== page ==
The U.S. taxpayer-funded school has a campus in Beijing and partnerships with universities around the world, and claims to have had 5,000 graduates in the last five years.

But the school’s leadership has drawn the attention of the FBI, the Justice Department, the Pentagon, Immigration and Customs Enforcement, and the Naval Criminal Investigative Service (NCIS) since at least 2012 — and perhaps as early as 2009.

In December 2012, the FBI made two very public raids of UMT and the northern Virginia home of university president Yanping Chen Frame and its academic dean, her husband J. Davidson Frame.

Yet since those FBI raids, UMT has continued to collect more than $6 million from Defense Department tuition assistance programs as well as the Department of Veterans Affairs through the post-9/11 GI bill.

“It’s a bad deal for the soldiers, and it’s a bad deal for the taxpayer,” said Stephen Rhoads, a military veteran turned whistleblower who says he worked with the FBI on the case.

Chen, who appears to have served in the People’s Liberation Army, came to the United States in 1987 from Beijing on a non-immigrant visa with her daughter Lele Wang. She may have been a full colonel.

The Chinese government funded Chen’s research at George Washington University where she received a Ph.D. in Public Policy in 1999, the year after UMT was created.

Military Connection salutes and proudly serves veterans and service members in the Army, Navy, Air Force, Marines, Coast Guard, Guard and Reserve,  and their families.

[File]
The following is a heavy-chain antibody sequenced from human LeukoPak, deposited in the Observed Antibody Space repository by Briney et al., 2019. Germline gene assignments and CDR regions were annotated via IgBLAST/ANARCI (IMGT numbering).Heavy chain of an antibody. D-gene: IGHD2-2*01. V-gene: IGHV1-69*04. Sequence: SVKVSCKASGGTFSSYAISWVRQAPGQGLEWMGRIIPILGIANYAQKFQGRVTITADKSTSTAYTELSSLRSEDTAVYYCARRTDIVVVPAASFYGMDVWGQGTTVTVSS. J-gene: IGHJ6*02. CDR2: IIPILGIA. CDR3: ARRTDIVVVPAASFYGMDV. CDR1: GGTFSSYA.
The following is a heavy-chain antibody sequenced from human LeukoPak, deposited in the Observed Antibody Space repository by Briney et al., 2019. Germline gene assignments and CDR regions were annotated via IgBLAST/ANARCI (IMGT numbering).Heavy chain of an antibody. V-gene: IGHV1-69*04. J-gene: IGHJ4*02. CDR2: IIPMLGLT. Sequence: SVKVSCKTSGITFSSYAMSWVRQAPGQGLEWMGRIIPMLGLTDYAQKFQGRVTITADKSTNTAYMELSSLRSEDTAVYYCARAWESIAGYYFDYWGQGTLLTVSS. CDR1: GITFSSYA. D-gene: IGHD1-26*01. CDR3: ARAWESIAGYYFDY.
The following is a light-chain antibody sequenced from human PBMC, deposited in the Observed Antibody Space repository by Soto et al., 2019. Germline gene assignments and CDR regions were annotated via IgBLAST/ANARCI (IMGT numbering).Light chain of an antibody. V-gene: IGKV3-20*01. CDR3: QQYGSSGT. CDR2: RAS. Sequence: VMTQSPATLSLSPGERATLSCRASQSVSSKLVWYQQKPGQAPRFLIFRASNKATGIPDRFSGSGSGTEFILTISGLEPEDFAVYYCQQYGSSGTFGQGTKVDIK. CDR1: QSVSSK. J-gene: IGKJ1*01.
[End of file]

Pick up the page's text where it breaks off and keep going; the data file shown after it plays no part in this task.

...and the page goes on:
Number of Veterans Studying Overseas on GI Bill is Rising


By Debbie Gregory.

Thanks to the Post-9/11 GI Bill, an increasing number of U.S. military veterans are completing degrees overseas at global universities.

Part of the draw is the cheaper tuition, thanks in part to the favorable exchange rate.

The VA’s list of approved international colleges now includes around 1,800 universities or training schools in more than 100 countries.

According to VA statistics, more than 2000 Post-9/11 GI Bill students pursued degrees overseas in fiscal year 2015.

U.S. veterans interested in pursuing an international education can either use the GI Bill Comparison Tool to review the VA’s approved list of universities. The tool can also show veterans which benefits package is their best option.

If a veteran’s preferred college is not on the approved list, he or she can apply to have the school added, provided it meets the VA’s eligibility requirements.

According to the VA website, one of the main requirements for attending a foreign school under the GI Bill is that the institution of higher learning will result in a college degree or equivalent. If eligible, the VA will issue the veteran a Certificate of Eligibility, which shows the quantity and duration of benefits. Veterans should secure this certificate before enrolling at a foreign university.

The VA says the Post-9/11 GI Bill pays up to $21,000 in tuition per year at approved foreign colleges, about $1,500 per month for housing and $1,000 annually for books.

The Post-9/11 GI Bill has also opened up global education opportunities to eligible veterans’ family members. Active-duty service members must plan to complete 10 years of service to be eligible to transfer some or all of the Post-9/11 GI Bill benefits to a spouse or children.

If you decide to stay in the U.S. for your education, or you prefer to pursue an online degree, be sure to check out the directory of universities and colleges here.

Military Connection salutes and proudly serves veterans and service members in the Army, Navy, Air Force, Marines, Coast Guard, Guard and Reserve,  and their families.

One Veteran’s Road to Entrepreneurship


By Debbie Gregory.